The money is invested in fixed-income securities and bonds. The portfolio includes unsecured as well as secured instruments in different proportions based on the requirements of the different investors. Typically, the fund corpus is invested in corporate bonds, debt products, government securities, and other similar financial products. These kinds of funds generally provide moderate returns on your investments.

Now that you understand the different funds that you may choose while investing, here are three factors you must remember while choosing between these.

  • It is recommended you compare the different products offered by the insurance companies to identify the top performing ULIP funds
  • You must understand your requirements to make the right investment decision
  • When you invest, it is crucial you link it with a certain financial objective such as children’s education, retirement, or accumulating a corpus to buy a home

When you choose among the different ULIPs, it is important to opt for a product that offers flexibility to switch between funds. Moreover, the chosen plan must provide versatility to select different riders and increase the premium amount if you have a higher investible surplus.

When you opt to switch between funds, it is dependent on two factors as listed below:

  1. The insurance company may offer either the sum assured or the value of the fund. The mortality charges are calculated as the difference between these two values. Therefore, the life cover depends on the total value of your investment. When you switch during the initial years, it does not significantly affect the insurance coverage. However, it is advisable to switch to bonds as you near maturity to protect your investment from market fluctuations and the uncertainty of the ULIP performance.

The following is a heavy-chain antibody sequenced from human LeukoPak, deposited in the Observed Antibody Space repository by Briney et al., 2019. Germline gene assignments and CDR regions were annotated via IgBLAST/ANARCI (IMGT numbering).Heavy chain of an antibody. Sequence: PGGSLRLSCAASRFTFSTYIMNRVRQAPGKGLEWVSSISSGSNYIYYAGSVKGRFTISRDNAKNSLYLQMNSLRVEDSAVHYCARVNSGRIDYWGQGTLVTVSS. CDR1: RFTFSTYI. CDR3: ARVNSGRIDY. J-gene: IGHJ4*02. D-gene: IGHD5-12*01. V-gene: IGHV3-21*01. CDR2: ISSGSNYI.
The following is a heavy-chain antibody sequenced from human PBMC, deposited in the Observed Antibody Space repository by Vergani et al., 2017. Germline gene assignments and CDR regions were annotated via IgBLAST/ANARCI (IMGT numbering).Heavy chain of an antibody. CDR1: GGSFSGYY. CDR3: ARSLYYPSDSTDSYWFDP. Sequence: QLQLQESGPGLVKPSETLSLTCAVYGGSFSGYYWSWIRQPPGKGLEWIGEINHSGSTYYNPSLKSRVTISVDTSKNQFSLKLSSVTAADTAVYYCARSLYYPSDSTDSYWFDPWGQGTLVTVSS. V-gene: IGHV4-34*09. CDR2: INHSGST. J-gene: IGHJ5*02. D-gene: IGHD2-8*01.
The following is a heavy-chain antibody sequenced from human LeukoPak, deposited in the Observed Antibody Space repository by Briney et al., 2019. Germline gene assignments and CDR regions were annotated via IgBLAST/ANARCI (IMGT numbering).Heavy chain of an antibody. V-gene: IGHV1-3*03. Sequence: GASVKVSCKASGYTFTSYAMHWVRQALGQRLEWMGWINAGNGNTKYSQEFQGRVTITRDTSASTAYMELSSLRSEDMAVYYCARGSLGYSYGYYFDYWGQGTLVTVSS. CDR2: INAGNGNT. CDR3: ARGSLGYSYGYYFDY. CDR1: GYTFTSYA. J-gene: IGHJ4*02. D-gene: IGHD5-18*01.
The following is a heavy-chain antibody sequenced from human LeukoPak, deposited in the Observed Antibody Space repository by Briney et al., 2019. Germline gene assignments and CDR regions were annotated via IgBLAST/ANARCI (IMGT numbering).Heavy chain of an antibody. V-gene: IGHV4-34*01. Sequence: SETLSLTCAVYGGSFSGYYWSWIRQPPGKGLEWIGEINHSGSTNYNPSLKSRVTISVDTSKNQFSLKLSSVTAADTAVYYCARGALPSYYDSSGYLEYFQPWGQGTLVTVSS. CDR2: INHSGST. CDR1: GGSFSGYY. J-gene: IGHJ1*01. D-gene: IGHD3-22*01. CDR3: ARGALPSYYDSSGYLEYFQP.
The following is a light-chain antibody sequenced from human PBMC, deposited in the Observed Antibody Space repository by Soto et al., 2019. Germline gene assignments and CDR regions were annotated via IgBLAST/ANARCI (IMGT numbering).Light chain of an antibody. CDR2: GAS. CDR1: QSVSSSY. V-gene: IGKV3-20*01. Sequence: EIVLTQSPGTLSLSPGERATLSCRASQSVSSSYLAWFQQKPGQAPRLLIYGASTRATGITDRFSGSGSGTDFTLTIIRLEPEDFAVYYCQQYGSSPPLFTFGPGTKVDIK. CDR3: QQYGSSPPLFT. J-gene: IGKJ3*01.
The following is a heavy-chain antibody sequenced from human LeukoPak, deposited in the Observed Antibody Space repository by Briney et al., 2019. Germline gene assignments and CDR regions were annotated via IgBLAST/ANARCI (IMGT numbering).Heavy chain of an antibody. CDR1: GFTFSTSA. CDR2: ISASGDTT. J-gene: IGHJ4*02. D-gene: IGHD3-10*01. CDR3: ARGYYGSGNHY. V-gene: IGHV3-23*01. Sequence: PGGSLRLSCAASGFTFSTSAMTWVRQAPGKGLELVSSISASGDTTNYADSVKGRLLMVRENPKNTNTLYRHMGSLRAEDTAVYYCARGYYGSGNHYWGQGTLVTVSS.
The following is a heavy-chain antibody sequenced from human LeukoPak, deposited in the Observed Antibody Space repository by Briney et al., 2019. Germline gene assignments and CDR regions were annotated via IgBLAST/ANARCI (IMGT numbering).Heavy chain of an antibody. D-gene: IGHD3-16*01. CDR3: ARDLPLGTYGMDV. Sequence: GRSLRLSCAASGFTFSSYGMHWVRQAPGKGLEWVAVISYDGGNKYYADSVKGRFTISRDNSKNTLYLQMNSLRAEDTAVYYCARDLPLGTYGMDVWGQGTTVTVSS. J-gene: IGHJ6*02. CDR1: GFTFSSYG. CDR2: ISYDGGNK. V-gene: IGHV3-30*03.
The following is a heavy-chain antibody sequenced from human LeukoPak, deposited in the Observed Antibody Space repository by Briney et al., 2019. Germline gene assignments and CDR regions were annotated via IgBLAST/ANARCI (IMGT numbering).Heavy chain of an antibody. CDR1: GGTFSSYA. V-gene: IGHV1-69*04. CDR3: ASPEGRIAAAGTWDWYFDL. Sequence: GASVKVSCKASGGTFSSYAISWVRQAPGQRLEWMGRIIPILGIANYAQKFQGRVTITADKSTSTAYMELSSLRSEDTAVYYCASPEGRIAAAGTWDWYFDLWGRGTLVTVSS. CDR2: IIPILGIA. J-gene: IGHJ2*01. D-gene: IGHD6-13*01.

2. The investment payouts may be separate from the insurance cover. In this instance, the mortality charges depend on the total sum assured that is determined when you purchase the policy. Therefore, the investment does not have any impact on the life cover during the entire duration of the ULIP.

When you invest in ULIPs, you are able to benefit from multiple advantages. However, you need to keep regular track of its performance to make accurate decisions on switching between funds. Although such switching provides versatility, you must keep in mind that insurance companies offer only a certain number of free switches. If you exceed this number, you need to pay additional charges.

While switching, you need to evaluate different factors such as the type of policy, risk involved, and estimated returns, to make the right decisions.

Vikas Agarwal
the authorVikas Agarwal
Vikas Agarwal is an IIT-Varanasi graduate in Chemical Engineering. He is the Founder and CEO of Finaacle.com - an investment advisory website. He is a Business Development Professional but a Value Investor at heart. He writes articles on Finaacle, which focus on simplifying the art of investing and the causes of human misjudgment when it comes to investing. He also shares his experiences as an investor and lessons from some of the greatest investors of all time.